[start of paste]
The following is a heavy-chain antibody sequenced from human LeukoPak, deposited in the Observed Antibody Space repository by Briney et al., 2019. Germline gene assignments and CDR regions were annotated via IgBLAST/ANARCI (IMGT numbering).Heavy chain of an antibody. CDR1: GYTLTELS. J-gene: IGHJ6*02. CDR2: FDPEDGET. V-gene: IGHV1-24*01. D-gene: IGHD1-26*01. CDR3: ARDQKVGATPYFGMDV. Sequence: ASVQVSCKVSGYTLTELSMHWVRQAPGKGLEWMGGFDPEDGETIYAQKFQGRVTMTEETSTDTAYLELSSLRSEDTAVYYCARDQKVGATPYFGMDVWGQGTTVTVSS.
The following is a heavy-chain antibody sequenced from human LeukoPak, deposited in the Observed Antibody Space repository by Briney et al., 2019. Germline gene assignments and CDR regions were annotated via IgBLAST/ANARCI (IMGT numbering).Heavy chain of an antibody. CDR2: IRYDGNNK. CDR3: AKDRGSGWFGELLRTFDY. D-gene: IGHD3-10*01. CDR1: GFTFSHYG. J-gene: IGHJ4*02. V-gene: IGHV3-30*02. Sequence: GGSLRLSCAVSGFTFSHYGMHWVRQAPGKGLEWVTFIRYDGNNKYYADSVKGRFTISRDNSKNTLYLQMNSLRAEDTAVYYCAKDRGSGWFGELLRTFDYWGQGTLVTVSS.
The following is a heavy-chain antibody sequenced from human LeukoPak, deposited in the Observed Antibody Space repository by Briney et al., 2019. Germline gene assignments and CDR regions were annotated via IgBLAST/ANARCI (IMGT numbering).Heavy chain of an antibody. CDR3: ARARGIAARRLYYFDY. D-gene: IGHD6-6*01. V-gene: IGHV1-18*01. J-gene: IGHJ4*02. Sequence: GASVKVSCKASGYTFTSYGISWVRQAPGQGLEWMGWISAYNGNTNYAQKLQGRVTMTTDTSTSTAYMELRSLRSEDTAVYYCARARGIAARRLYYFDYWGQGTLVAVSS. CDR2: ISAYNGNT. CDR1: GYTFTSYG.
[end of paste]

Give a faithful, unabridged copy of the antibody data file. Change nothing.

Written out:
The following is a heavy-chain antibody sequenced from human LeukoPak, deposited in the Observed Antibody Space repository by Briney et al., 2019. Germline gene assignments and CDR regions were annotated via IgBLAST/ANARCI (IMGT numbering).Heavy chain of an antibody. CDR1: GYTLTELS. J-gene: IGHJ6*02. CDR2: FDPEDGET. V-gene: IGHV1-24*01. D-gene: IGHD1-26*01. CDR3: ARDQKVGATPYFGMDV. Sequence: ASVQVSCKVSGYTLTELSMHWVRQAPGKGLEWMGGFDPEDGETIYAQKFQGRVTMTEETSTDTAYLELSSLRSEDTAVYYCARDQKVGATPYFGMDVWGQGTTVTVSS.
The following is a heavy-chain antibody sequenced from human LeukoPak, deposited in the Observed Antibody Space repository by Briney et al., 2019. Germline gene assignments and CDR regions were annotated via IgBLAST/ANARCI (IMGT numbering).Heavy chain of an antibody. CDR2: IRYDGNNK. CDR3: AKDRGSGWFGELLRTFDY. D-gene: IGHD3-10*01. CDR1: GFTFSHYG. J-gene: IGHJ4*02. V-gene: IGHV3-30*02. Sequence: GGSLRLSCAVSGFTFSHYGMHWVRQAPGKGLEWVTFIRYDGNNKYYADSVKGRFTISRDNSKNTLYLQMNSLRAEDTAVYYCAKDRGSGWFGELLRTFDYWGQGTLVTVSS.
The following is a heavy-chain antibody sequenced from human LeukoPak, deposited in the Observed Antibody Space repository by Briney et al., 2019. Germline gene assignments and CDR regions were annotated via IgBLAST/ANARCI (IMGT numbering).Heavy chain of an antibody. CDR3: ARARGIAARRLYYFDY. D-gene: IGHD6-6*01. V-gene: IGHV1-18*01. J-gene: IGHJ4*02. Sequence: GASVKVSCKASGYTFTSYGISWVRQAPGQGLEWMGWISAYNGNTNYAQKLQGRVTMTTDTSTSTAYMELRSLRSEDTAVYYCARARGIAARRLYYFDYWGQGTLVAVSS. CDR2: ISAYNGNT. CDR1: GYTFTSYG.